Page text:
CRES guest speaker to talk about racism, history


Dr. Joe Feagin will be speaking at TCU Sept. 14.

By Tamera Hyatte

The Comparative Race and Ethnic Studies program plans to promote engagement and dialogue about race and ethnicity on campus through guest speakers this semester.

Dr. David Sandell, an associate professor of sociology and anthropology, said after the conservative commentator Ben Shapiro was brought to campus by the Young Americans for Freedom, he, along with CRES faculty and staff, wanted to invite speakers who would provide what he calls “empirical substance.”

Ben Shapiro spoke last November about leftist myths at TCU after a list of demands was issued by a group of three students to improve diversity and inclusion on campus.

“I felt we needed to bring a more insightful and empirically grounded dialogue to campus to provoke people to think,” Sandell said.

Dr. Joe Feagin, the Ella C. McFadden professor of sociology at Texas A&M University, is one of the guest speakers who will discuss topics from his co-authored book, Two Faced Racism.

Two Faced Racism is a book of journal entries by white college students at 28 universities in the U.S. that analyzes and explains such racist behaviors and attitudes in open and private settings.

“In the 1,000 plus interviews I have done over the last 40 years with Americans of color and 200 plus interviews with whites, I have learned much from listening to thousands of their accounts of racist experiences and how they counter them,” Feagin said.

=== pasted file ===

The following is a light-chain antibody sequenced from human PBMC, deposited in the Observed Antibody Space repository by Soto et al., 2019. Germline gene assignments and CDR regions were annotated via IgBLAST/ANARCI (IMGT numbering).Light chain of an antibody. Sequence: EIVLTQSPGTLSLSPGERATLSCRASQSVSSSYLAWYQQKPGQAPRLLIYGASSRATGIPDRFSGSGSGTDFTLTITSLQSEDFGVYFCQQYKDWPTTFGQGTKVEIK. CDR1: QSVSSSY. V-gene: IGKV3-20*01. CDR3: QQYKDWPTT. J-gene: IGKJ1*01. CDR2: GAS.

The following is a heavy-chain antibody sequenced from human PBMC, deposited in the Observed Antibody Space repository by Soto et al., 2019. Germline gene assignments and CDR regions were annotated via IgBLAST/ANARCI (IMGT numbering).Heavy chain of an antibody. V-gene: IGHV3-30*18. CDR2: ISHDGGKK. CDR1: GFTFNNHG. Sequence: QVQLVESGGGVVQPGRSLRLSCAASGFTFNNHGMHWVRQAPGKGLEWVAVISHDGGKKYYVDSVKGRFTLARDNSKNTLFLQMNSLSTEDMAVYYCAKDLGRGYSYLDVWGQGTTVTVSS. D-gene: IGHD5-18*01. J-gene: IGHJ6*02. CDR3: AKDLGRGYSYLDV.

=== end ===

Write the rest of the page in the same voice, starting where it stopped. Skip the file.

Sandell said Feagin is a great selection to speak at TCU because of his background and experience in education and research.

“He will be very approachable and be a person of who many students who otherwise maybe wouldn’t come to hear this kind of talk,” Sandell said. “He would be a person with whom they could identify.”

As a Texas native, Feagin grew up in the Jim Crow era. During his time at Harvard, he began to engage in dialogue about race and racism and learned from the experiences of his black peers.

These influential experiences helped him develop a deeper understanding of white racism and how to combat the systemic problem.

“Whites must first face their own white racist framing, including learning an honest history of this country,” Feagin said.

Sandell said he hopes this lecture will reach people who need to engage in the dialogue and become more reflective on these issues.

“I’m looking for the long-term discussion, so that we can begin to build a campus that is more unified, more compassionate and more understanding of how other people’s experiences have shaped a part of who they are,” he said.

Feagin will be speaking Sept. 14 at 7 p.m. at the Kelly Alumni Center.

CRES will also have additional guest speakers: Leila Fadel, a Lebanese-American journalist, Sept. 21 and Jonathan Eig, a former Wall Street Journal writer and New York Times best-selling author, Oct. 26.